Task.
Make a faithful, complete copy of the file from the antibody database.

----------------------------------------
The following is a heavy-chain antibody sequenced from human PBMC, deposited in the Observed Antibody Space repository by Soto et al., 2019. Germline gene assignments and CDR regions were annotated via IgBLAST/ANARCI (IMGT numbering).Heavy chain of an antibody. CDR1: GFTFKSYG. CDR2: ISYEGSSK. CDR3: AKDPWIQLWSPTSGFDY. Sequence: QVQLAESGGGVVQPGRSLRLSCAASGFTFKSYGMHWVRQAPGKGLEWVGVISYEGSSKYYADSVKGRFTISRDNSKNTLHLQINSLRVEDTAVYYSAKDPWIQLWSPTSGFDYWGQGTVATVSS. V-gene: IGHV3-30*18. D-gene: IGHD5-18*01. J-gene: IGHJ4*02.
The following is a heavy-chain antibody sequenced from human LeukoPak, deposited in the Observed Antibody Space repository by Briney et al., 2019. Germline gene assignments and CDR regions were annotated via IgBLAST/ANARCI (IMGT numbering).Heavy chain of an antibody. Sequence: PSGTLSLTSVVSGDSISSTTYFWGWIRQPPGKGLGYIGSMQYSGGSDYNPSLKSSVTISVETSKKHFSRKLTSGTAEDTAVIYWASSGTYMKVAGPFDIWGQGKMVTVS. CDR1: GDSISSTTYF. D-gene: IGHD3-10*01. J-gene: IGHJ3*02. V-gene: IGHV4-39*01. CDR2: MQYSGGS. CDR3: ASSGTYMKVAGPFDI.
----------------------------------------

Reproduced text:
The following is a heavy-chain antibody sequenced from human PBMC, deposited in the Observed Antibody Space repository by Soto et al., 2019. Germline gene assignments and CDR regions were annotated via IgBLAST/ANARCI (IMGT numbering).Heavy chain of an antibody. CDR1: GFTFKSYG. CDR2: ISYEGSSK. CDR3: AKDPWIQLWSPTSGFDY. Sequence: QVQLAESGGGVVQPGRSLRLSCAASGFTFKSYGMHWVRQAPGKGLEWVGVISYEGSSKYYADSVKGRFTISRDNSKNTLHLQINSLRVEDTAVYYSAKDPWIQLWSPTSGFDYWGQGTVATVSS. V-gene: IGHV3-30*18. D-gene: IGHD5-18*01. J-gene: IGHJ4*02.
The following is a heavy-chain antibody sequenced from human LeukoPak, deposited in the Observed Antibody Space repository by Briney et al., 2019. Germline gene assignments and CDR regions were annotated via IgBLAST/ANARCI (IMGT numbering).Heavy chain of an antibody. Sequence: PSGTLSLTSVVSGDSISSTTYFWGWIRQPPGKGLGYIGSMQYSGGSDYNPSLKSSVTISVETSKKHFSRKLTSGTAEDTAVIYWASSGTYMKVAGPFDIWGQGKMVTVS. CDR1: GDSISSTTYF. D-gene: IGHD3-10*01. J-gene: IGHJ3*02. V-gene: IGHV4-39*01. CDR2: MQYSGGS. CDR3: ASSGTYMKVAGPFDI.